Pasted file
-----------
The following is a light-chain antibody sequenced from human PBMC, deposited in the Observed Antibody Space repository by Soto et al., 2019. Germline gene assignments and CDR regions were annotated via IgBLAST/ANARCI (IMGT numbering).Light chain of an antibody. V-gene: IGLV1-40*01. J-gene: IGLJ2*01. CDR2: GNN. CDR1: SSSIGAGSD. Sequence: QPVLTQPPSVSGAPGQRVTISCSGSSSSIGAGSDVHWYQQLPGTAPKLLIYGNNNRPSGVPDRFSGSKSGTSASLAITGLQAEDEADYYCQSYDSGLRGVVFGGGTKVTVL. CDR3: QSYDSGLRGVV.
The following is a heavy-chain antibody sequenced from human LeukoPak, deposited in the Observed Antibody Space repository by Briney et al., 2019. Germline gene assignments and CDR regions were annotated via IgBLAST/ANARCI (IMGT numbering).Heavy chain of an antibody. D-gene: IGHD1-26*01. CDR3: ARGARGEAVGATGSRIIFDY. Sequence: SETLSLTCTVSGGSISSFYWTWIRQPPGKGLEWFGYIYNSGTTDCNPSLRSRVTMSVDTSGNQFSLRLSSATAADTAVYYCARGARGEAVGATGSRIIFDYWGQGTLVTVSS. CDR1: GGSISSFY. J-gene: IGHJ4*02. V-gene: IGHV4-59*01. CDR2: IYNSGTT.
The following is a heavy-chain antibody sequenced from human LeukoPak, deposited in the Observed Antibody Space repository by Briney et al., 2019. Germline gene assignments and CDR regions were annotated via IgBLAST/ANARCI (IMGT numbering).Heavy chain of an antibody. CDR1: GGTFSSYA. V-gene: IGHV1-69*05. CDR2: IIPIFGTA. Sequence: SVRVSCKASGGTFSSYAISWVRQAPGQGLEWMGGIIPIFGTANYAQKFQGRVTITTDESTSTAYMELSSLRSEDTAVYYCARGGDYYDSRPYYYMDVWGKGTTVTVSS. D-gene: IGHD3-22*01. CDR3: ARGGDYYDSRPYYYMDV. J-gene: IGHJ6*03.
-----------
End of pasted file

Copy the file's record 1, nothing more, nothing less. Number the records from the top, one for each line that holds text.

The following is a light-chain antibody sequenced from human PBMC, deposited in the Observed Antibody Space repository by Soto et al., 2019. Germline gene assignments and CDR regions were annotated via IgBLAST/ANARCI (IMGT numbering).Light chain of an antibody. V-gene: IGLV1-40*01. J-gene: IGLJ2*01. CDR2: GNN. CDR1: SSSIGAGSD. Sequence: QPVLTQPPSVSGAPGQRVTISCSGSSSSIGAGSDVHWYQQLPGTAPKLLIYGNNNRPSGVPDRFSGSKSGTSASLAITGLQAEDEADYYCQSYDSGLRGVVFGGGTKVTVL. CDR3: QSYDSGLRGVV.